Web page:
With a prediction for another hot day with plenty of cumulus and a reasonable chance of over development, the 4-hour area tasks looked a bit bold. And so they proved, for a number of pilots.
One hint to possible difficulties was a finish cylinder radius of 20km, aimed at dealing with the possibility of unsoarable conditions near the airfield. These did not develop, but the final leg home from the northwest was challenging for many, and several reached the finish but were unable to get home.
Among these was Sarah, who after a fast flight couldn’t get the altitude necessary for a penalty-free finish and ended up landing about 15km out, in a huge & beautiful field – pretty much the last good landing choice between there and home (if you discount the shores of Lake Keepit). I soon had the trailer hooked up and ready to go, and found local expert Ian Downes to show me the short way (via several semi-obscure gravel roads).
We soon reached Sarah and her Cirrus, who reported that much walking had not turned up any evidence of a gate. (This seems typical of Australian paddocks: huge, with limited access.) We guessed that the gate was probably on the far side, a couple of kilometers drive away. The wisdom of having Ian along then became apparent: he is a towpilot here, flying his own Cessna 180. The Lake Keepit Club towplanes are not authorized to do paddock retrieves, but Ian can – and volunteered to do so. We decided that it was too late to complete that mission in the remaining daylight, so made the plan to meet at 7:00 for an early morning retrieve.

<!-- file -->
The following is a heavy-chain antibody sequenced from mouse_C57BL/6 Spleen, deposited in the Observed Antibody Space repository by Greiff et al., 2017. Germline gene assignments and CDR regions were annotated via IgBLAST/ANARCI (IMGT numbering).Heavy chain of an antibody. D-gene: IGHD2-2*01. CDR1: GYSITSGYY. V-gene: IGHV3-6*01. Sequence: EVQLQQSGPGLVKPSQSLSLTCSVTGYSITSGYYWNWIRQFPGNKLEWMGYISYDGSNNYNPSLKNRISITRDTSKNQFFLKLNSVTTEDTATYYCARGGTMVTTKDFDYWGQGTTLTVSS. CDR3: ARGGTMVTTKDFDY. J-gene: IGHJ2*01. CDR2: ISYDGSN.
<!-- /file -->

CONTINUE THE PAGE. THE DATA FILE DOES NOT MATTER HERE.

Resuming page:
Sylvia also outlanded (also after a good flight), a good deal further from home. Her initial report was that this might be a “carry out” retrieve, her paddock offering no evident access. Fortunately, in the time it took husband Hugh to drive there, she did manage to find a gate, and the retrieve proceeded normally. They were back on the airfield by 10 pm, and found that dinner had been saved for them.
Update: The morning aerotow went smoothly. It was a 6-minute flight out in the C-180, and a 7-minute flight back in the Cirrus. The morning wind was ideal for the takeoff – though probably unnecessary, given a smooth surface, a light glider, a powerful towplane, and 4000’ of runway. The only issue was a powerline, but this was close to the glider, so easy to stay underneath.
John Good has been a member of the US Team at many World Gliding Championship events, serving as crew, Team Captain and report author. He was the Deputy Championship Director/ Task-setter at the 2012 WGC in Uvalde, Texas and brings a wealth of international rules knowledge as Captain.